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Asian Tribune is published by World Institute For Asian Studies|Powered by WIAS Vol. 12 No. 2521

Air raid 1942: No one was asked to resign

By Janaka Perera

"Colombo and the suburbs were attacked yesterday at 8 o'clock in the morning by 75 enemy aircraft which came in waves from the sea. Twenty-five of the raiders were shot down, while 25 more were damaged. Dive-bombing and low-flying machine-gun attacks were made in the Harbour and Ratmalana areas. A medical establishment in the suburbs was also bombed."

This was how the Ceylon Daily News reported the Japanese air raid over Colombo 65 years ago today (April 5).

Japanese bombs hit shipping in Colombo harbour, the Ratmalana airport and railway workshops and the Kolonnawa oil installations. The `medical establishment' referred to in the news story was the Angoda mental hospital, which was a short distance away from the oil tanks. Owing to an oversight on the part of the authorities no Red Cross had been painted on the roofs of the asylum. As result the air raiders had mistaken it for part of the oil storage facility. Several patients were killed or injured in the attack.

At the harbour, the raiders bombed and strafed merchant and supply ships. One of them, the Hector received a direct hit. A bomb went down its funnel and exploded in the hold, killing all abroad. The ship burnt steadily for a fortnight. A few miles outside the harbour, the Japanese aircraft found two British Royal Navy cruisers, the Cornwall and the Dorsetshire. The defences of the cruisers proved hopelessly inadequate against the dive bombers and after a gallant struggle lasting nearly an hour the two warships sank. Nearly 440 officers and men went down with the vessels while 1,100 were saved. They included the two skippers, Capt. Augustus Agar and P.C.W . Mainwaring.

The air raid over the city and suburbs lasted about 20 minutes and the number of civilian casualties was 85 dead and 77 injured. The National (then General) Hospital staff worked round-the-clock attending on the injured. A medical team was rushed to supplement the staff at the Angoda mental hospital.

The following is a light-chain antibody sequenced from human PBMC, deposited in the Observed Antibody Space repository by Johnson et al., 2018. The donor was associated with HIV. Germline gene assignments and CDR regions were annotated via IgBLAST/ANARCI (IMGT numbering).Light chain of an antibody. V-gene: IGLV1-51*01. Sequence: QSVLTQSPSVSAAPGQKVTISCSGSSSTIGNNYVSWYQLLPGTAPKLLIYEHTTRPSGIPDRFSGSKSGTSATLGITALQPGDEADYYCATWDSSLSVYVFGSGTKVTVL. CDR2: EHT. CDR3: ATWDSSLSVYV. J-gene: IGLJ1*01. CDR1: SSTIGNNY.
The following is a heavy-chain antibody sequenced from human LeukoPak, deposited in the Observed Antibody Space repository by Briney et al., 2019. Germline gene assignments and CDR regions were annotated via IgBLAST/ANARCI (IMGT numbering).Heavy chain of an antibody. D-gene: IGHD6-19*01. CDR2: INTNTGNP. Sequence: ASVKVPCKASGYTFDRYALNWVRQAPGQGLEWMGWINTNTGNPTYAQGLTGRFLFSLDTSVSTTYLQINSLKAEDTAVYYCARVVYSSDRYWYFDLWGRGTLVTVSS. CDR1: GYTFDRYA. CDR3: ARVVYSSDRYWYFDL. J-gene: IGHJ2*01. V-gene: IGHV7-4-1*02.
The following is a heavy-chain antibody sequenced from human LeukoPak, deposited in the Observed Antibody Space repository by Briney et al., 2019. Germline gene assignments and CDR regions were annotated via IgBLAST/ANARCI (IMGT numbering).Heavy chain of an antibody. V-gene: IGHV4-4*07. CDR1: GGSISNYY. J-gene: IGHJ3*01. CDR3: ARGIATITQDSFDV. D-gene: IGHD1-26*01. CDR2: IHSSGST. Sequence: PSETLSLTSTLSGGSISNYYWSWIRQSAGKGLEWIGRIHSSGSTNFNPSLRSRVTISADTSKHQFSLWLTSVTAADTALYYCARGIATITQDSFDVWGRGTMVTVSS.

By evening that day entire Colombo city was virtually deserted. Most of the terrified civilian population – including dock workers -fled to the provinces by whatever transport they could find. These included buses, trains, cars, bicycles, rickshaws and bullock carts. Private cars were then far less than now and petrol was rationed under wartime conditions.

During the raid there were spectacular `dog fights' between British and Japanese fighter aircraft. One British plane crashed into the Bellanwila-Attidiya paddy field while another was shot down over the Kelaniya Raja Maha Vihara.

A bhikku dragged the pilot to safety when a Japanese Zero swooped down to machine gun the RAF pilot who had bailed out. To the civilians these `dog fights' were a thrilling spectacle for they had never seen anything like it before.

One Japanese plane crashed into S. Thomas' College grounds, Mount Lavinia, killing both the pilot and rear gunner. Another raider crashed in Pita Kotte.

Like in the case of last week's LTTE air attack on Katunayake there was much controversy over the why the RAF Fighter Operations did not learn until the last minute that the air raiders had almost reached the city. This was despite Squadron Leader - later Air Commodore - Leonard Birchall of the Royal Canadian Air Force (413 Squadron) having radioed the Defence Authorities here of the approaching Japanese naval fleet, before the enemy captured him and his crew after shooting down his Catalina flying boat, which was on a routine patrol from the sea plane base at Koggala, the previous day.

According to Michael Tomlinson (author of The Most Dangerous Moment)who was RAF Station Intelligence Officer at Ratmalana and later at China Bay , the carrier-based Japanese planes were over Galle by 7.15 a.m. and flew on up the coast for more than half an hour at a height of some 8,000 feet. Whether radar picked up the enemy or not was immaterial, for the RAF Hurricane fighter aircraft could have been given an half an hour's adequate warning with merely visual aids.